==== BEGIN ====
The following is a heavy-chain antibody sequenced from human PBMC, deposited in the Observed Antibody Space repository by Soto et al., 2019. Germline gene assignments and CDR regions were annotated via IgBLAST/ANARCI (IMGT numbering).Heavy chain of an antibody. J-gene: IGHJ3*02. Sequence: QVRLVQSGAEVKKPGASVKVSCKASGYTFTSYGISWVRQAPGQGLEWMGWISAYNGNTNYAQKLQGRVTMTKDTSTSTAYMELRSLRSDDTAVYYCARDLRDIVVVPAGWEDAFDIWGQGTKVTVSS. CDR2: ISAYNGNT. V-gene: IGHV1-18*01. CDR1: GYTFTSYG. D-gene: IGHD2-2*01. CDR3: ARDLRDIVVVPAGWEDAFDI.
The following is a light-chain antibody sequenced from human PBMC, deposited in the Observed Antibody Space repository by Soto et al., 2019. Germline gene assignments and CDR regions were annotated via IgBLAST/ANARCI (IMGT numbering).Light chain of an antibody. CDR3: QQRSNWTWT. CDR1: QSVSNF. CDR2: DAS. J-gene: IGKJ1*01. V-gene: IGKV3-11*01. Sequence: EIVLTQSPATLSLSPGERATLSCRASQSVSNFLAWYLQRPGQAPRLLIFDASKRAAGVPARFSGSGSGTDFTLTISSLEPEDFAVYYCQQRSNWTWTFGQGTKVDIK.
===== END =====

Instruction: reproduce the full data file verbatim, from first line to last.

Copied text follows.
The following is a heavy-chain antibody sequenced from human PBMC, deposited in the Observed Antibody Space repository by Soto et al., 2019. Germline gene assignments and CDR regions were annotated via IgBLAST/ANARCI (IMGT numbering).Heavy chain of an antibody. J-gene: IGHJ3*02. Sequence: QVRLVQSGAEVKKPGASVKVSCKASGYTFTSYGISWVRQAPGQGLEWMGWISAYNGNTNYAQKLQGRVTMTKDTSTSTAYMELRSLRSDDTAVYYCARDLRDIVVVPAGWEDAFDIWGQGTKVTVSS. CDR2: ISAYNGNT. V-gene: IGHV1-18*01. CDR1: GYTFTSYG. D-gene: IGHD2-2*01. CDR3: ARDLRDIVVVPAGWEDAFDI.
The following is a light-chain antibody sequenced from human PBMC, deposited in the Observed Antibody Space repository by Soto et al., 2019. Germline gene assignments and CDR regions were annotated via IgBLAST/ANARCI (IMGT numbering).Light chain of an antibody. CDR3: QQRSNWTWT. CDR1: QSVSNF. CDR2: DAS. J-gene: IGKJ1*01. V-gene: IGKV3-11*01. Sequence: EIVLTQSPATLSLSPGERATLSCRASQSVSNFLAWYLQRPGQAPRLLIFDASKRAAGVPARFSGSGSGTDFTLTISSLEPEDFAVYYCQQRSNWTWTFGQGTKVDIK.